Invoking genre narrative devices, the entrancingly evocative La Llorona (The Weeping Woman) walks between fact and myth to engender a shrewdly frightening piece of political horror.
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In the world La Llorona creates, your sins will not only haunt until you make amends–it will haunt those who’ve protected you from those repercussions. Underscored with a foreboding sense of disquiet akin to last year’s Atlantics, the viewing experience is as satisfying as it is provocative.
La Llorona is a quiet movie that shudders with spiritual trauma.
La Llorona is the kind of tale of mystery and imagination that prefers to get under your skin rather than shock your central nervous system, which only makes its near-suffocating feeling of foreboding more potent.
How this outspoken film, Bustamante’s most gripping to date, will fare domestically is an open question (it has not come out yet in Guatemala). It had a blazing bow in the Venice Days sidebar (Giornate degli Autori), where it easily grabbed the best film prize.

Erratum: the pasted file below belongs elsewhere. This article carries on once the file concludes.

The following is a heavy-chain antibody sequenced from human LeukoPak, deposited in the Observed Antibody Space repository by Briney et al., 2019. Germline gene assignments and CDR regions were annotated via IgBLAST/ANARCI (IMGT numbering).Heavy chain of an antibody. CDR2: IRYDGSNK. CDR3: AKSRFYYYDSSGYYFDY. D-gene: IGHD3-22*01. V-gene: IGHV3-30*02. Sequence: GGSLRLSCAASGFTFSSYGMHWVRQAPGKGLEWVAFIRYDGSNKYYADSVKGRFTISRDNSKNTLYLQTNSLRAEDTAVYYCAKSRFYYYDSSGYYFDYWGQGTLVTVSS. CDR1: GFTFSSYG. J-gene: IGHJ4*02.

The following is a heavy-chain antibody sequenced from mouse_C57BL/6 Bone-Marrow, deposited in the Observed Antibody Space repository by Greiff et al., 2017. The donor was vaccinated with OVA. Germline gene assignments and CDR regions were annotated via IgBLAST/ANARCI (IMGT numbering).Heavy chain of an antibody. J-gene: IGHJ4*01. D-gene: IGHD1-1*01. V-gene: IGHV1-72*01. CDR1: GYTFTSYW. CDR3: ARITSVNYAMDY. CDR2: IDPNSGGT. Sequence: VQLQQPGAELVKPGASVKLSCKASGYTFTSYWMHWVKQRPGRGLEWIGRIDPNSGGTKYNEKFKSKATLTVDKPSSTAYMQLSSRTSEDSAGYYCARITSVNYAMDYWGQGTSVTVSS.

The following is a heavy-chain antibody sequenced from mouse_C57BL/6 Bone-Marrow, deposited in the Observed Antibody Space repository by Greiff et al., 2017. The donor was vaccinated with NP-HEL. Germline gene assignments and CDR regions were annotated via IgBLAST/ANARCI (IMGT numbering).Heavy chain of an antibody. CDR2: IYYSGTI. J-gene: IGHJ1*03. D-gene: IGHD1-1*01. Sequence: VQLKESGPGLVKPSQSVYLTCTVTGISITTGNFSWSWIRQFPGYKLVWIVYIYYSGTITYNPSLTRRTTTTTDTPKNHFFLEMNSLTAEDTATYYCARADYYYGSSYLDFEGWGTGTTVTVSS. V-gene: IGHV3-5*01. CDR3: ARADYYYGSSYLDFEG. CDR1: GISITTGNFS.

What stands out about the film is the pain that lies underneath Bustamante’s placid compositions—an anguished desire for justice that, like the Weeping Woman herself, still cries out to be heard.
This taut, accomplished film recounts a dark episode in Guatemala’s history as a suspense-laden ghost story based on a myth deeply rooted in indigenous Latin American culture.
There are some very good scenes in the movie’s second half; even so, it’s striking that the most unsettling aspect of “La Llorona” is that history doesn’t simply shape the movie. It also haunts and finally overwhelms it with terrors far more unspeakable than any impressively manufactured shock.
This version of La Llorona finds new emotional ground. It’s not just a creepy story, but a painful reflection of injustice.
The performances are subdued, not really pitched to match the rising horror facing them all. Still, you have to hand it to Bustamente. He’s made a La Llorona movie with pointed politics, real world villains and righteous wrath. Sometimes, the horrors are in the headlines, or what the headlines aren’t telling us.